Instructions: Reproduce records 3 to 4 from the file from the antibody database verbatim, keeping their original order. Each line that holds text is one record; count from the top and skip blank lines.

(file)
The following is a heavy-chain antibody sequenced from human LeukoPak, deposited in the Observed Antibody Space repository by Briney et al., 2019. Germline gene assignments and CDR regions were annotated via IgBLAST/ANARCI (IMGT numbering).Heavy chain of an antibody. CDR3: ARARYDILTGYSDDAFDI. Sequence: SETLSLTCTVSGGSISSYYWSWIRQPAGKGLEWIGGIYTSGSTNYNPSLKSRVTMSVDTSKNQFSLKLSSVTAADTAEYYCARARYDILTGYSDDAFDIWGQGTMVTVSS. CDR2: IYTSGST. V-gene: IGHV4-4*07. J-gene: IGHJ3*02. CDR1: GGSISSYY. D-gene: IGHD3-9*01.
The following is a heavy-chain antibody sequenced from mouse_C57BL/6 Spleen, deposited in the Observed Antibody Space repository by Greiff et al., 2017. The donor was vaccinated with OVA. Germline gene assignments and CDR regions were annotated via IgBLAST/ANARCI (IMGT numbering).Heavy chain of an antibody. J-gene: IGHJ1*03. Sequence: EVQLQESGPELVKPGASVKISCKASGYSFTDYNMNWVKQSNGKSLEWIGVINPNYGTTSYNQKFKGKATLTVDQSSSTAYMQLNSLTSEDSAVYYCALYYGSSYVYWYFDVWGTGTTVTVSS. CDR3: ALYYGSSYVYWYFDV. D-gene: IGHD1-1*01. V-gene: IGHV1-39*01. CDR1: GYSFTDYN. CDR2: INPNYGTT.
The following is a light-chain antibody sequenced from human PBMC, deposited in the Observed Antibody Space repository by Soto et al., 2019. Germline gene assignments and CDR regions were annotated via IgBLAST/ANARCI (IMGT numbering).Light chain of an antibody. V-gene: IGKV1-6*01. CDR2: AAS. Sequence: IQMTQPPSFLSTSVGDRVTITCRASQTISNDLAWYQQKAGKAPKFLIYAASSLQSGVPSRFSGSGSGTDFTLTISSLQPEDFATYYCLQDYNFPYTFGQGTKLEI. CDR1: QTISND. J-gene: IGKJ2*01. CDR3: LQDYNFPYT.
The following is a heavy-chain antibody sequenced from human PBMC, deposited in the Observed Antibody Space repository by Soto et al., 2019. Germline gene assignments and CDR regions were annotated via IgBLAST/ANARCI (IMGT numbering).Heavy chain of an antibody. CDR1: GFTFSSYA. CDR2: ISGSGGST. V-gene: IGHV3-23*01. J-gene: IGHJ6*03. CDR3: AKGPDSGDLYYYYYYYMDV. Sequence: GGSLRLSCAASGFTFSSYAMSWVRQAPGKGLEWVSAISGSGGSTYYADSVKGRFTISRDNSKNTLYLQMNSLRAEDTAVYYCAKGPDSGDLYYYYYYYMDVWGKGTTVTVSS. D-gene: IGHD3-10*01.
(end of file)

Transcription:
The following is a light-chain antibody sequenced from human PBMC, deposited in the Observed Antibody Space repository by Soto et al., 2019. Germline gene assignments and CDR regions were annotated via IgBLAST/ANARCI (IMGT numbering).Light chain of an antibody. V-gene: IGKV1-6*01. CDR2: AAS. Sequence: IQMTQPPSFLSTSVGDRVTITCRASQTISNDLAWYQQKAGKAPKFLIYAASSLQSGVPSRFSGSGSGTDFTLTISSLQPEDFATYYCLQDYNFPYTFGQGTKLEI. CDR1: QTISND. J-gene: IGKJ2*01. CDR3: LQDYNFPYT.
The following is a heavy-chain antibody sequenced from human PBMC, deposited in the Observed Antibody Space repository by Soto et al., 2019. Germline gene assignments and CDR regions were annotated via IgBLAST/ANARCI (IMGT numbering).Heavy chain of an antibody. CDR1: GFTFSSYA. CDR2: ISGSGGST. V-gene: IGHV3-23*01. J-gene: IGHJ6*03. CDR3: AKGPDSGDLYYYYYYYMDV. Sequence: GGSLRLSCAASGFTFSSYAMSWVRQAPGKGLEWVSAISGSGGSTYYADSVKGRFTISRDNSKNTLYLQMNSLRAEDTAVYYCAKGPDSGDLYYYYYYYMDVWGKGTTVTVSS. D-gene: IGHD3-10*01.